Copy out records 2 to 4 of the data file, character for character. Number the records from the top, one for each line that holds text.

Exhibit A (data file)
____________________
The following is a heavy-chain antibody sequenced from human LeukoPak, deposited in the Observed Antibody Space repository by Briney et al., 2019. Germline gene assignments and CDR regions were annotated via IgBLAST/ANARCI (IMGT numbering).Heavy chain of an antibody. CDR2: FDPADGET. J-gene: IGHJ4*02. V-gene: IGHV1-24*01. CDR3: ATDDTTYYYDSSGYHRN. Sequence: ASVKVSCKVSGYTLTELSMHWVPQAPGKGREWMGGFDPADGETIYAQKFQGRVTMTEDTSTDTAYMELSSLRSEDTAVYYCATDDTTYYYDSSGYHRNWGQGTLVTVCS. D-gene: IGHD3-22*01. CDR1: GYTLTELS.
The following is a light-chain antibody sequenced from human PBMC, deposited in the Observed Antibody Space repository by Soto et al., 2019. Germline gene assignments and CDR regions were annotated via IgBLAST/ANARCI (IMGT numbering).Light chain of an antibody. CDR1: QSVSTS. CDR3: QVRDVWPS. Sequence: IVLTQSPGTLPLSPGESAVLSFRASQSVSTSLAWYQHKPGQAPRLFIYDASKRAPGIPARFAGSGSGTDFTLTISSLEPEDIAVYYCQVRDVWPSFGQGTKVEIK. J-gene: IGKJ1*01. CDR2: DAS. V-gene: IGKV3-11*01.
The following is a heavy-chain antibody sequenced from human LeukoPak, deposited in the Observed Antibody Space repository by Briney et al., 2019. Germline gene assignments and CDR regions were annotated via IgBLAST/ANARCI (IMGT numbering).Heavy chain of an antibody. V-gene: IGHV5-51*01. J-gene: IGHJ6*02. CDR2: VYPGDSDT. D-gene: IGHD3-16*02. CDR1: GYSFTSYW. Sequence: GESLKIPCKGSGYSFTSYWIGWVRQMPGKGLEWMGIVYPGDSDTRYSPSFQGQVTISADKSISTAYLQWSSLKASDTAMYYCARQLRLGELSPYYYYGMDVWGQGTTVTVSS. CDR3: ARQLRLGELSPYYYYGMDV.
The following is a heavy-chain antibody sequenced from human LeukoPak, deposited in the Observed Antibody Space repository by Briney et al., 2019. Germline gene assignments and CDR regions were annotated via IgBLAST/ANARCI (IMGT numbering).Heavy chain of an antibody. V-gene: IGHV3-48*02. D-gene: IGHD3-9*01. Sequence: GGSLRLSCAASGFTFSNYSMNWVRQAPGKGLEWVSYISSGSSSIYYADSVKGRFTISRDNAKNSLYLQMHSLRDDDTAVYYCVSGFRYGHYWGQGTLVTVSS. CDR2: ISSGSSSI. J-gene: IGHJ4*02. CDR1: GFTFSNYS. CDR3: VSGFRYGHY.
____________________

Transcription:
The following is a light-chain antibody sequenced from human PBMC, deposited in the Observed Antibody Space repository by Soto et al., 2019. Germline gene assignments and CDR regions were annotated via IgBLAST/ANARCI (IMGT numbering).Light chain of an antibody. CDR1: QSVSTS. CDR3: QVRDVWPS. Sequence: IVLTQSPGTLPLSPGESAVLSFRASQSVSTSLAWYQHKPGQAPRLFIYDASKRAPGIPARFAGSGSGTDFTLTISSLEPEDIAVYYCQVRDVWPSFGQGTKVEIK. J-gene: IGKJ1*01. CDR2: DAS. V-gene: IGKV3-11*01.
The following is a heavy-chain antibody sequenced from human LeukoPak, deposited in the Observed Antibody Space repository by Briney et al., 2019. Germline gene assignments and CDR regions were annotated via IgBLAST/ANARCI (IMGT numbering).Heavy chain of an antibody. V-gene: IGHV5-51*01. J-gene: IGHJ6*02. CDR2: VYPGDSDT. D-gene: IGHD3-16*02. CDR1: GYSFTSYW. Sequence: GESLKIPCKGSGYSFTSYWIGWVRQMPGKGLEWMGIVYPGDSDTRYSPSFQGQVTISADKSISTAYLQWSSLKASDTAMYYCARQLRLGELSPYYYYGMDVWGQGTTVTVSS. CDR3: ARQLRLGELSPYYYYGMDV.
The following is a heavy-chain antibody sequenced from human LeukoPak, deposited in the Observed Antibody Space repository by Briney et al., 2019. Germline gene assignments and CDR regions were annotated via IgBLAST/ANARCI (IMGT numbering).Heavy chain of an antibody. V-gene: IGHV3-48*02. D-gene: IGHD3-9*01. Sequence: GGSLRLSCAASGFTFSNYSMNWVRQAPGKGLEWVSYISSGSSSIYYADSVKGRFTISRDNAKNSLYLQMHSLRDDDTAVYYCVSGFRYGHYWGQGTLVTVSS. CDR2: ISSGSSSI. J-gene: IGHJ4*02. CDR1: GFTFSNYS. CDR3: VSGFRYGHY.